In regards to the research by local groups, Alemannia said they believe those at the center of the research no longer hold right-wing extremist views.

"Should we become aware that any of our cooperation partners have right-wing extremist ideas, the cooperation would be stopped immediately."

Alemannia Aachen's Tivoli stadium
Alemannia Aachen's Tivoli stadium has long been a recruitment field for the far rightImage: Fotografie73/IMAGO

Alemannia Aachen's long struggle with far-right connections

This is not the first time Alemannia Aachen have had issues with right-wing views.

Up until the 1990s, their hooligans were known to belong to the far right. One of them, Sascha Wagner, is an active member of the Neonazi Die Heimat party to this day.

Twelve years ago, a battle between two fan groups occurred on Alemannia's terraces. Ultra group Karlsbande, considered to be open to right-wing views, and Aachen Ultras (ACU), a group that held clear anti-racist views, endured a long and violent clash, with the latter eventually dissolving.

This left Alemannia's stands in the hands of the Karlsbande group. The club initially banned any of the group's symbolism due to their acceptance of right-wing views, but after a protest, the ban was later removed. The group is currently allowed to display flags and banners at home games.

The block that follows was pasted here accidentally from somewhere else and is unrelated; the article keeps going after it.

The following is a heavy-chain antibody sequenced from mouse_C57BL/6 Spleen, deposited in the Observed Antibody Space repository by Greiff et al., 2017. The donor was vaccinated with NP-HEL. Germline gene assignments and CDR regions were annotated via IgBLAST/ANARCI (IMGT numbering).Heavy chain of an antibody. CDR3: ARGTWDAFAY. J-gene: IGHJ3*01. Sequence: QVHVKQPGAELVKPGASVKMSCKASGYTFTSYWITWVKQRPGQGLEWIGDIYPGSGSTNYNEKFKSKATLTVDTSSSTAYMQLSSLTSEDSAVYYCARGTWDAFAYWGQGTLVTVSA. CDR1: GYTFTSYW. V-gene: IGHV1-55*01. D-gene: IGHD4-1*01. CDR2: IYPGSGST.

The left-wing group Aachen Ultras no longer attends club matches, but Alemannia says that while it is aware of the clashes that took place 12 years ago, fan groups are currently cooperating with each other. 

"As the club management and executive board, we are in contact with almost all fan groups, which certainly helps to ensure that such incidents are a thing of the past," a spokesperson told DW.

Politicians criticize club, demand action.

Local politicians have long demanded that Alemannia does more to combat right-wing extremism.

Ye-One Rhie is a Bundestag member of the social-democratic SPD party. The Aachen native says that both the club and local politicians missed a chance to take a stand 12 years ago.

"We've seen the club trying to become active through banning orders, maybe not in the past two or three years, but before that," she tells DW.

"Whether that's good or bad is up for discussion, but at least you felt someone takes responsibility."

Rhie, an Alemannia fan herself, can't hide from the divide. "I see two groups. One is demanding that the club takes a clear position. The other says it's good that the club stays away from 'politics,' mostly due to discontent and frustration with the current political climate in Germany."

Meanwhile, the club currently leads the Regionalliga West and could secure promotion back to Germany's third division, which could be one step toward a more concrete solution. "I don't only wish Alemannia gets promoted because I'm a fan, but also because it would mean more budget and support for the club from the German Football Association (DFB)," says Rhie.

Aachen will remain at the epicenter of the ongoing debate, but as they continue to take a stand against racism, their actions underline how important the role played by football clubs is in the current political climate.

Edited by: James Thorogood